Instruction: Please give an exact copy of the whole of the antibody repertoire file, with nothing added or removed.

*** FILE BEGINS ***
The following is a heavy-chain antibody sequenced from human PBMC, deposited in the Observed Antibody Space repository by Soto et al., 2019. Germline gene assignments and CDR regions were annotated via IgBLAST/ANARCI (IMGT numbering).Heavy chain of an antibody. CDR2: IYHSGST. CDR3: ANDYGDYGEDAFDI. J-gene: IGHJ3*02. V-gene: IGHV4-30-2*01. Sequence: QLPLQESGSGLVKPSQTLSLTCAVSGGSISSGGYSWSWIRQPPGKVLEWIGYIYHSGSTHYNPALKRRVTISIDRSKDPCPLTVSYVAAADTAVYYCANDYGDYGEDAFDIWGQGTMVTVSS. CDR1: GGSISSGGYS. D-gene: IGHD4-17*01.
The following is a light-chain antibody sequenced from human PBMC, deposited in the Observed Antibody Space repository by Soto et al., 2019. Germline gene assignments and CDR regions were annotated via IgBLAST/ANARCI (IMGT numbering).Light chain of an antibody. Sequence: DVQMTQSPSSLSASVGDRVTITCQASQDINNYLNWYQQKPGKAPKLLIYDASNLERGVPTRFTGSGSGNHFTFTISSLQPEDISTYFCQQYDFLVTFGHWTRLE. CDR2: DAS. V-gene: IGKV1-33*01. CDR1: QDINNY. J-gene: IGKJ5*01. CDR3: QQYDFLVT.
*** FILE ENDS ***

The following is a heavy-chain antibody sequenced from human PBMC, deposited in the Observed Antibody Space repository by Soto et al., 2019. Germline gene assignments and CDR regions were annotated via IgBLAST/ANARCI (IMGT numbering).Heavy chain of an antibody. CDR2: IYHSGST. CDR3: ANDYGDYGEDAFDI. J-gene: IGHJ3*02. V-gene: IGHV4-30-2*01. Sequence: QLPLQESGSGLVKPSQTLSLTCAVSGGSISSGGYSWSWIRQPPGKVLEWIGYIYHSGSTHYNPALKRRVTISIDRSKDPCPLTVSYVAAADTAVYYCANDYGDYGEDAFDIWGQGTMVTVSS. CDR1: GGSISSGGYS. D-gene: IGHD4-17*01.
The following is a light-chain antibody sequenced from human PBMC, deposited in the Observed Antibody Space repository by Soto et al., 2019. Germline gene assignments and CDR regions were annotated via IgBLAST/ANARCI (IMGT numbering).Light chain of an antibody. Sequence: DVQMTQSPSSLSASVGDRVTITCQASQDINNYLNWYQQKPGKAPKLLIYDASNLERGVPTRFTGSGSGNHFTFTISSLQPEDISTYFCQQYDFLVTFGHWTRLE. CDR2: DAS. V-gene: IGKV1-33*01. CDR1: QDINNY. J-gene: IGKJ5*01. CDR3: QQYDFLVT.